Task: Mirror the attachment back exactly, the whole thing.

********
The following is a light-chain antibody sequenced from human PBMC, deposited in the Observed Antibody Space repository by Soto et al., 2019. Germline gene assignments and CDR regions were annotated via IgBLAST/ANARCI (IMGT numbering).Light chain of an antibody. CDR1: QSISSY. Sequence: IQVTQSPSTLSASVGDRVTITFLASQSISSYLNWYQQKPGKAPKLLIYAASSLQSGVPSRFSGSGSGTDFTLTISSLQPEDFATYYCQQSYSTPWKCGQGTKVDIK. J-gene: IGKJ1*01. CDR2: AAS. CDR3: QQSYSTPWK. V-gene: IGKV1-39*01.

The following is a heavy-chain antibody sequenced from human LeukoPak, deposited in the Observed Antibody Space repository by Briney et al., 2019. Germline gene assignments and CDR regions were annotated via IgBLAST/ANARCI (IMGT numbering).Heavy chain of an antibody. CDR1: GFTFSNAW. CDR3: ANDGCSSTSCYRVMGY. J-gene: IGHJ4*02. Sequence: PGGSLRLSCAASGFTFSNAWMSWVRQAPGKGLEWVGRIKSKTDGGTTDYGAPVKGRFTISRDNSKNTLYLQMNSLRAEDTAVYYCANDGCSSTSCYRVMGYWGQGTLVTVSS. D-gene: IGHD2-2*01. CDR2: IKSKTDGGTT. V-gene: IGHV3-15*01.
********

The following is a light-chain antibody sequenced from human PBMC, deposited in the Observed Antibody Space repository by Soto et al., 2019. Germline gene assignments and CDR regions were annotated via IgBLAST/ANARCI (IMGT numbering).Light chain of an antibody. CDR1: QSISSY. Sequence: IQVTQSPSTLSASVGDRVTITFLASQSISSYLNWYQQKPGKAPKLLIYAASSLQSGVPSRFSGSGSGTDFTLTISSLQPEDFATYYCQQSYSTPWKCGQGTKVDIK. J-gene: IGKJ1*01. CDR2: AAS. CDR3: QQSYSTPWK. V-gene: IGKV1-39*01.

The following is a heavy-chain antibody sequenced from human LeukoPak, deposited in the Observed Antibody Space repository by Briney et al., 2019. Germline gene assignments and CDR regions were annotated via IgBLAST/ANARCI (IMGT numbering).Heavy chain of an antibody. CDR1: GFTFSNAW. CDR3: ANDGCSSTSCYRVMGY. J-gene: IGHJ4*02. Sequence: PGGSLRLSCAASGFTFSNAWMSWVRQAPGKGLEWVGRIKSKTDGGTTDYGAPVKGRFTISRDNSKNTLYLQMNSLRAEDTAVYYCANDGCSSTSCYRVMGYWGQGTLVTVSS. D-gene: IGHD2-2*01. CDR2: IKSKTDGGTT. V-gene: IGHV3-15*01.